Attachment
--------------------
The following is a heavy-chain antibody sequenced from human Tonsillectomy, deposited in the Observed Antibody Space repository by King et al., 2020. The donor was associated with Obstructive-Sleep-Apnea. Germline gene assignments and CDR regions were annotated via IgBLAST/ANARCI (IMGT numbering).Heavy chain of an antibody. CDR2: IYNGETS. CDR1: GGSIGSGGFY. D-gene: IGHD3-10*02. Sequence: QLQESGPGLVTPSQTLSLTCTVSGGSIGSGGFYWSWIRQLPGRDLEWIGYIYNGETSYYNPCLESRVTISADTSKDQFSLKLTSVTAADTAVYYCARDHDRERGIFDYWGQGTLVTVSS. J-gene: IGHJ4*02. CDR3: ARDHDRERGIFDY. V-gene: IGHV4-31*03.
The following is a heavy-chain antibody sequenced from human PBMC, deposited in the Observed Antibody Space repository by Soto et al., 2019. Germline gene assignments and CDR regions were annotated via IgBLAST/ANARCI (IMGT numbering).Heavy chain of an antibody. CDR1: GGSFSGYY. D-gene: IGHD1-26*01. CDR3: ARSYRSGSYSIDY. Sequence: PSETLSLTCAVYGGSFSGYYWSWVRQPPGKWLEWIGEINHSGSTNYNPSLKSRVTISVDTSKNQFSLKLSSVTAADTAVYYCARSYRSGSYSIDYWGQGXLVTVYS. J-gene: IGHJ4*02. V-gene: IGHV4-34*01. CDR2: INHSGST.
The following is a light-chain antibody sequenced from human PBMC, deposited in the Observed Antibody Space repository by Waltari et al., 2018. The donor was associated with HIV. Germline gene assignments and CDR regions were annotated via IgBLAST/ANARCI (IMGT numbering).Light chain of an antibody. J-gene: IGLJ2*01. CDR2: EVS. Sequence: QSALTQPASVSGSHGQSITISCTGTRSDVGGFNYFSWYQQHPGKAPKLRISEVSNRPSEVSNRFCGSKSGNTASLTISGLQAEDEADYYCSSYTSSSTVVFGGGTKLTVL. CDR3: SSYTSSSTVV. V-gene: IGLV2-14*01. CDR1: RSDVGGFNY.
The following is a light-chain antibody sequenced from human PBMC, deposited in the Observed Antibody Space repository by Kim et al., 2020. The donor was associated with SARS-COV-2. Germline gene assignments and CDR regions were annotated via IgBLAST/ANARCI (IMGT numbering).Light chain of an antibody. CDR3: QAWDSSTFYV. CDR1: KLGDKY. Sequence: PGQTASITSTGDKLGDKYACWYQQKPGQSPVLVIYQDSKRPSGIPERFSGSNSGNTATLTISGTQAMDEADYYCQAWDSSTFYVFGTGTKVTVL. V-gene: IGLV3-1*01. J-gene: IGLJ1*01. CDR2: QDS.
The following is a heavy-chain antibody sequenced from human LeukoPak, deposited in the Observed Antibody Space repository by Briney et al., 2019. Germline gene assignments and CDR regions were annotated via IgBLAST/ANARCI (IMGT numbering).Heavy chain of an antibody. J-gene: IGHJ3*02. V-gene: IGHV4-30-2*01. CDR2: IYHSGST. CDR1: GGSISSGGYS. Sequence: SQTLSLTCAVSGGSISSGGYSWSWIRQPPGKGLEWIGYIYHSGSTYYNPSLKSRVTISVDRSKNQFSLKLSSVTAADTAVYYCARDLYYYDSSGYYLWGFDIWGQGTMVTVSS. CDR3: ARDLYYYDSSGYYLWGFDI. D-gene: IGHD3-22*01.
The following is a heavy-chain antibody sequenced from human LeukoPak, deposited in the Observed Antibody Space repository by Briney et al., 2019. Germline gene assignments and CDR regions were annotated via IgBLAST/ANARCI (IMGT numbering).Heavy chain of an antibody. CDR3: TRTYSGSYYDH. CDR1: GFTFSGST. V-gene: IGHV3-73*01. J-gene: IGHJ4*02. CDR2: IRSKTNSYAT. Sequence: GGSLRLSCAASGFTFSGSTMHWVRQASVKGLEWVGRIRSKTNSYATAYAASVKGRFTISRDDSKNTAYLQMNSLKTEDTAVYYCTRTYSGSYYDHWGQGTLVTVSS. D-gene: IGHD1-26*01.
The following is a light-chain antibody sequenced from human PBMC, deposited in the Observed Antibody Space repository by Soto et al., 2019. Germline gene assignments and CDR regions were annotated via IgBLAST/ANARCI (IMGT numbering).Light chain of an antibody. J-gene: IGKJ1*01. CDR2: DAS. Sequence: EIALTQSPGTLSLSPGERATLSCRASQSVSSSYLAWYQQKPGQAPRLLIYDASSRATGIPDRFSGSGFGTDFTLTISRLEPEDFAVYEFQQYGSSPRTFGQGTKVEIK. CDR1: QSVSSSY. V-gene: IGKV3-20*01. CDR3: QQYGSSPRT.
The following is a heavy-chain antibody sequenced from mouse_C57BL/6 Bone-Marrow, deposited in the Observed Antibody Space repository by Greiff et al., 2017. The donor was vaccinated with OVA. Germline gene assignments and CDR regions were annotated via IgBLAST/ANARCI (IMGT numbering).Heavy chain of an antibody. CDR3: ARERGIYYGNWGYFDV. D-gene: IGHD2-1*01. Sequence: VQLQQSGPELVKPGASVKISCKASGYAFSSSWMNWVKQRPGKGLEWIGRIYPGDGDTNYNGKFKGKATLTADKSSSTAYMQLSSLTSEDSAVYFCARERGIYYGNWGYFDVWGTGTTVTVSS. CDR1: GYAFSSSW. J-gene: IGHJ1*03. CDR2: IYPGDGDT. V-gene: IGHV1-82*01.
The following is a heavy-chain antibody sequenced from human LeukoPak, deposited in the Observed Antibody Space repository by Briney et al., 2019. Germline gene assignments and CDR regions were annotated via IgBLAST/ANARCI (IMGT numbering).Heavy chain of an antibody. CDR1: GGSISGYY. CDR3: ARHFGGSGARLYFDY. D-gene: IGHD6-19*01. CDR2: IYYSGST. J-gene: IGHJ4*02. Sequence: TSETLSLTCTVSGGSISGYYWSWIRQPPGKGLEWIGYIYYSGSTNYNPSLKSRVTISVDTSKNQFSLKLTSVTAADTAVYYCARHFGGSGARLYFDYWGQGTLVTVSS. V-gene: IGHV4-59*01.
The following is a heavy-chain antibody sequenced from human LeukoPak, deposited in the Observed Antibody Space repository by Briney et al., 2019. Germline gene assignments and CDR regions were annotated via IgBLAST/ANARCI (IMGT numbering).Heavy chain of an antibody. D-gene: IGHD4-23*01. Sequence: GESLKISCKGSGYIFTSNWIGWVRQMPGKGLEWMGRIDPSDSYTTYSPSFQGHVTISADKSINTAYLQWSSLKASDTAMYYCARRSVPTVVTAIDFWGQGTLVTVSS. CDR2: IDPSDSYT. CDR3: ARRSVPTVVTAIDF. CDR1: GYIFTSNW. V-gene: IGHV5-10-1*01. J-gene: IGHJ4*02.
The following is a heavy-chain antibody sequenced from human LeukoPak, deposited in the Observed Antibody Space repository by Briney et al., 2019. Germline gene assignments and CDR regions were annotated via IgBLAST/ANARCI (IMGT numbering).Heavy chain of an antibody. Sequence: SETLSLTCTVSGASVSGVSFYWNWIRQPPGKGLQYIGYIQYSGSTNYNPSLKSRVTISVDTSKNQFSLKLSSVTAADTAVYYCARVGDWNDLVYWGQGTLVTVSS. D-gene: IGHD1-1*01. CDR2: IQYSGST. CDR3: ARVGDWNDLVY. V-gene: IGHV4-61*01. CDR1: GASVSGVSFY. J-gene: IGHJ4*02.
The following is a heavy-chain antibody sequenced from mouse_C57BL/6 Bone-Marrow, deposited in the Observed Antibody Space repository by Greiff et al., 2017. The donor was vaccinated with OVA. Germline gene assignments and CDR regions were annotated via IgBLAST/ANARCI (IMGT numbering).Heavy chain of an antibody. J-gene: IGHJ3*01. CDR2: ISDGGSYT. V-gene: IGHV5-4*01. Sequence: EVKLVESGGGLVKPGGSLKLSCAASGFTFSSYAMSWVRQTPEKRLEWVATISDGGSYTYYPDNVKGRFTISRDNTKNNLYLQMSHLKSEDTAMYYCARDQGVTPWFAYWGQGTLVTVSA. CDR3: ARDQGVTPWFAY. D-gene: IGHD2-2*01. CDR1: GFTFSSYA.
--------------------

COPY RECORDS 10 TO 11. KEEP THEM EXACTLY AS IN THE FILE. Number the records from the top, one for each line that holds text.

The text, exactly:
The following is a heavy-chain antibody sequenced from human LeukoPak, deposited in the Observed Antibody Space repository by Briney et al., 2019. Germline gene assignments and CDR regions were annotated via IgBLAST/ANARCI (IMGT numbering).Heavy chain of an antibody. D-gene: IGHD4-23*01. Sequence: GESLKISCKGSGYIFTSNWIGWVRQMPGKGLEWMGRIDPSDSYTTYSPSFQGHVTISADKSINTAYLQWSSLKASDTAMYYCARRSVPTVVTAIDFWGQGTLVTVSS. CDR2: IDPSDSYT. CDR3: ARRSVPTVVTAIDF. CDR1: GYIFTSNW. V-gene: IGHV5-10-1*01. J-gene: IGHJ4*02.
The following is a heavy-chain antibody sequenced from human LeukoPak, deposited in the Observed Antibody Space repository by Briney et al., 2019. Germline gene assignments and CDR regions were annotated via IgBLAST/ANARCI (IMGT numbering).Heavy chain of an antibody. Sequence: SETLSLTCTVSGASVSGVSFYWNWIRQPPGKGLQYIGYIQYSGSTNYNPSLKSRVTISVDTSKNQFSLKLSSVTAADTAVYYCARVGDWNDLVYWGQGTLVTVSS. D-gene: IGHD1-1*01. CDR2: IQYSGST. CDR3: ARVGDWNDLVY. V-gene: IGHV4-61*01. CDR1: GASVSGVSFY. J-gene: IGHJ4*02.